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Forum Index > Off-topic Talk > "A Year & A Day" Reply to topic
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Craig Peters




PostPosted: Mon 24 Jul, 2006 9:44 pm    Post subject: "A Year & A Day"         Reply with quote

In surviving documents from the Middle Ages, it is not uncommon to see references to a period of time consisting of a year and a day. In 12th and 13th century custumals from the Holy Roman Empire, for instance, it is fairly common that ministeriales who engage in actions prescribed as illegal by their lord have a year and one day to regain his grace. Does anyone know when and where this custom originated, and why it seems to have been fairly popular in the Middle Ages?
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Geoff Wood




Location: UK
Joined: 31 Aug 2003

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PostPosted: Tue 25 Jul, 2006 1:01 am    Post subject:         Reply with quote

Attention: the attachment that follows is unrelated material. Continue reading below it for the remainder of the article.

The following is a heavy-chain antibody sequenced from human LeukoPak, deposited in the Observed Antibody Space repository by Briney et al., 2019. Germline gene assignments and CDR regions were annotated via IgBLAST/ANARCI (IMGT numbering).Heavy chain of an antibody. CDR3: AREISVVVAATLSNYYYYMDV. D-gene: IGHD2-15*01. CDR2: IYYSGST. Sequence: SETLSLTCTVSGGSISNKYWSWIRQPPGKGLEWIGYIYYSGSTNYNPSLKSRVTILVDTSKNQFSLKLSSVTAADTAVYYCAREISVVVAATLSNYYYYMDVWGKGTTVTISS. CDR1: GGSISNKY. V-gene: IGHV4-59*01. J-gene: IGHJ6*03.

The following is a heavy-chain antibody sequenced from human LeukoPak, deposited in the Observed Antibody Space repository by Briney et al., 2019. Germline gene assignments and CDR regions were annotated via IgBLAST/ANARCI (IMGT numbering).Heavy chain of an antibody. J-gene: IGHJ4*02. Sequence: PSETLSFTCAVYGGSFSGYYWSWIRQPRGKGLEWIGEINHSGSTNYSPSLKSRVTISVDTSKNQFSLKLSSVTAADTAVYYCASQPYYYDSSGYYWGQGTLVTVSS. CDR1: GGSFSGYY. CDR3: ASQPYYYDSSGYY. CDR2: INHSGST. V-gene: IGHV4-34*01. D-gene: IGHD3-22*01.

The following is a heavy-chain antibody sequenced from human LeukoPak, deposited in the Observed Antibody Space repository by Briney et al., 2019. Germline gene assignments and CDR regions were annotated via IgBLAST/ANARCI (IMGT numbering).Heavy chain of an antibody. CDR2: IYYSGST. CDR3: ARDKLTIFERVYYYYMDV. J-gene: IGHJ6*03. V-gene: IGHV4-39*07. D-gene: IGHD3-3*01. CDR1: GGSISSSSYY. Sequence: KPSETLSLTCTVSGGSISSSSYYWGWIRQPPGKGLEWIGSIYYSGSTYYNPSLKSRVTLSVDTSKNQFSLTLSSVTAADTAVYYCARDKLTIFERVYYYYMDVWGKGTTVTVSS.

As you say, it turns up all over the place, marriage, murder, sentence length etc.. I've never seen an explanation as to origin, but maybe it was to avoid quibbles over leap years, or to establish that at least a year had passed, never mind what time of day or night the days started or finished (sort of, at least a whole year - if you get my drift).
Geoff
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Nathan Robinson
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PostPosted: Tue 25 Jul, 2006 1:25 am    Post subject:         Reply with quote

If it is desired that the period of time end on the same date that it started, one must add an extra day. As an example, a time period starting on January 1st would end on December 31st without the extra day.

In pagan issues, the lunar calendar is considered. Adding the extra day makes our standard solar calendar coincide with the lunar calendar. The lunar calendar has 13 months with 28 days in each, making a year total 364 days. Our standard solar calendar has 365 days, making the extra day significant.

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Craig Peters




PostPosted: Tue 25 Jul, 2006 8:05 pm    Post subject:         Reply with quote

Thanks Nathan and Geoff. Both of your answers are probably reasons for the tradition.
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